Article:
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According to the wikipedia article on $E6$, the group has subgroups isomorphic to $SU(3) \times SU(3) \times SU(3)$, $SU(6) \times SU(2)$, and $SO(10) \times U(1)$, and it is claimed these can be read off from its Dynkin diagram. I can see that if we delete some edges from the Dynkin diagram of $E6$, we can find the Dynkin diagrams of these three groups, however, the presence of an edge indicates the corresponding generators do not commute. So while this argument seems valid for the case of $SO(10) \times U(1)$, in the other cases I do not see why the various non-abelian factors commute. How is one able to see these subgroups using the Dynkin diagram?

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Edit: I first talked about subgroups in my answer. One should rather talk about sub-algebras and then switch to the group afterward. To address the question of the group you need to focus on root lattices, see the edit at the end. I keep the notation of the wikipedia article.

I don't think it suffices to "delete an edge". I use here the reference Borel-de Siebenthal's article "Les sous-groupes fermés de rang maximum des groupes de Lie clos", Commentary mathematici Helvetici, Vol 23, 1949, pp 200-222 (Warning it is in French). There are two kinds of maximal reductive sub-algebra of maximal rank we are considering here: those which are semi-simple and those which are not.

The non-semi-simple ones (but maximal reductive of maximal rank anyway) are constructed by simply deleting an edge. Since you seem not to be worried about them, I won't.

To construct the other kind of maximal sub-algebras of maximal rank, i.e. maximal semi-simple sub-algebras of maximal rank, you should follow these steps:

  • Choose a Cartan sub-algebra of your simple algebra and an order for the root system. Set $\{\alpha_1,\dots,\alpha_r\}$ be the associated simple roots.

  • Find $\alpha_0$ the smallest root in the root system. Then I claim that for any $k\in \{1,\dots,r\}$, $\{\alpha_0,\dots,\alpha_r\}\setminus \{\alpha_k\}$ generates a system of roots.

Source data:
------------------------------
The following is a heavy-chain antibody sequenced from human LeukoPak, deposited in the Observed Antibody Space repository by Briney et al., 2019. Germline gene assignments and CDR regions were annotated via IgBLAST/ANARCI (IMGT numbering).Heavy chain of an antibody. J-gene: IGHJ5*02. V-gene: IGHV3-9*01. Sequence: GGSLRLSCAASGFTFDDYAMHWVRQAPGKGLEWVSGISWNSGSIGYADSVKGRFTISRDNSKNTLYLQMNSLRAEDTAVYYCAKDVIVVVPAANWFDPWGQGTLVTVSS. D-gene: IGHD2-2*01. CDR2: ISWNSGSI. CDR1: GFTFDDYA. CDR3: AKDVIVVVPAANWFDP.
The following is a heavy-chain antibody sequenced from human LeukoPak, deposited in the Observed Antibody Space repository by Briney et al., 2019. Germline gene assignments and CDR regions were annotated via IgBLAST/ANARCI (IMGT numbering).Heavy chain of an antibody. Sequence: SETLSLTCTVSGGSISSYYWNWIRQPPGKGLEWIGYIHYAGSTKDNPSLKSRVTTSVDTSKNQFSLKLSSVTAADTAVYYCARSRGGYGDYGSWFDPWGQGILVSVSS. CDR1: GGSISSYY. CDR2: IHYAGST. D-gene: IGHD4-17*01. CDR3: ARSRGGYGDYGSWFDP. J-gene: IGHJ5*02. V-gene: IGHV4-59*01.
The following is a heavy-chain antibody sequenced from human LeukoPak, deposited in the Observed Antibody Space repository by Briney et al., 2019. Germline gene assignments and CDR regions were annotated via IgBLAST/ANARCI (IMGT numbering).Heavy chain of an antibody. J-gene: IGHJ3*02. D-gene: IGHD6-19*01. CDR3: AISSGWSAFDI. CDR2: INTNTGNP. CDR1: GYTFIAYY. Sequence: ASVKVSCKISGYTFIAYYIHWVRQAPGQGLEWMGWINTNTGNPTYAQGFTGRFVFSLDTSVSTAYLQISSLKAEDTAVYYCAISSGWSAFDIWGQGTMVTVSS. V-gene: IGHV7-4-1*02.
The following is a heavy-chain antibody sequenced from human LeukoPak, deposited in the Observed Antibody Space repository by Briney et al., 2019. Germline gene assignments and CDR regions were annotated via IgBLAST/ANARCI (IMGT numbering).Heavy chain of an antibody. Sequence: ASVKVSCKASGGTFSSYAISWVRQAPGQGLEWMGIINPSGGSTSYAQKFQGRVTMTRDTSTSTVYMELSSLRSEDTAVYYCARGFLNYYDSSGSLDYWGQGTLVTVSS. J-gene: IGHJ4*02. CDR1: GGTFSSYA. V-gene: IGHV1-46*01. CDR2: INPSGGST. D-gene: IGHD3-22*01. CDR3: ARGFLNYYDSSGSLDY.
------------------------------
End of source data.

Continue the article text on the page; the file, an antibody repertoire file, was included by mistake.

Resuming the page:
• Each maximal semi-simple sub-algebra of maximal rank has a root system constructed as above. Actually, any system of roots associated to a semi-simple sub-algebra of maximal rank (not necessarily maximal) can be constructed applying a finite number of times this construction to the original root system.

This is how you construct certain classes of maximal sub-algebras of simple Lie algebras (warning: not all of the system constructed like this are associated to proper and maximal semi-simple sub-algebras). Now you can read off the construction right from the Dynkin diagram.

  • First draw the Dynkin diagram of your simple Lie algebra.

  • Draw the $\alpha_0$ on the Dynkin diagram.

  • Delete from the Dynkin diagram one of the $\alpha_k$ for $1\leq k\leq r$ and read the Dynkin diagram of a semi-simple sub-algebra of maximal rank (up to some exception it is maximal).

For example with $E_6$:

  • I use the numeration given in the Wikipedia article that you have highlighted. $$\begin{array}{ccccccccc}1&-&2&-&3&-&4&-&5\\&&&&|&&&&\\&&&&6&&&&\end{array}$$

  • If my calculations are correct (well it can also directly be read on page 219 in the reference I have given), the smallest root is given by:

$$-\alpha_1-2\alpha_2-3\alpha_3-2\alpha_4-\alpha_5-2\alpha_6 $$ and, once again if my calculations are correct, the root on the Dynkin diagram goes like this: $$\begin{array}{ccccccccc}1&-&2&-&3&-&4&-&5\\&&&&|&&&&\\&&&&6&&&&\\&&&&|&&&&\\&&&&0&&&&\end{array}$$

  • For instance, $SU(3)\times SU(3)\times SU(3)$ is obtained by taking out the root $3$, because when you delete $3$ and the root associated to it, you are left with: $$\begin{array}{ccccccccc}1&-&2& & & &4&-&5\\&&&& &&&&\\&&&&6&&&&\\&&&&|&&&&\\&&&&0&&&&\end{array}$$